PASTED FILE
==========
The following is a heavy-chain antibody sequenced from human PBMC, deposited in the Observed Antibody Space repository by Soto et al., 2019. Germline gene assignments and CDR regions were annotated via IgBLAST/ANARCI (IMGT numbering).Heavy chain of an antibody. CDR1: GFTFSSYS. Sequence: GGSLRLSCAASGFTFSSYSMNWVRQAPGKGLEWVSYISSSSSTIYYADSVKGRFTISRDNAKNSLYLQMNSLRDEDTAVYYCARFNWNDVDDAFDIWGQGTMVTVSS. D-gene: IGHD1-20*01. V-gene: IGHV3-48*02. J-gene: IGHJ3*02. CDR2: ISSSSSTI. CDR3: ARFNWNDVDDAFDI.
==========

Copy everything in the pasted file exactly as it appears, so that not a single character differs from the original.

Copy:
The following is a heavy-chain antibody sequenced from human PBMC, deposited in the Observed Antibody Space repository by Soto et al., 2019. Germline gene assignments and CDR regions were annotated via IgBLAST/ANARCI (IMGT numbering).Heavy chain of an antibody. CDR1: GFTFSSYS. Sequence: GGSLRLSCAASGFTFSSYSMNWVRQAPGKGLEWVSYISSSSSTIYYADSVKGRFTISRDNAKNSLYLQMNSLRDEDTAVYYCARFNWNDVDDAFDIWGQGTMVTVSS. D-gene: IGHD1-20*01. V-gene: IGHV3-48*02. J-gene: IGHJ3*02. CDR2: ISSSSSTI. CDR3: ARFNWNDVDDAFDI.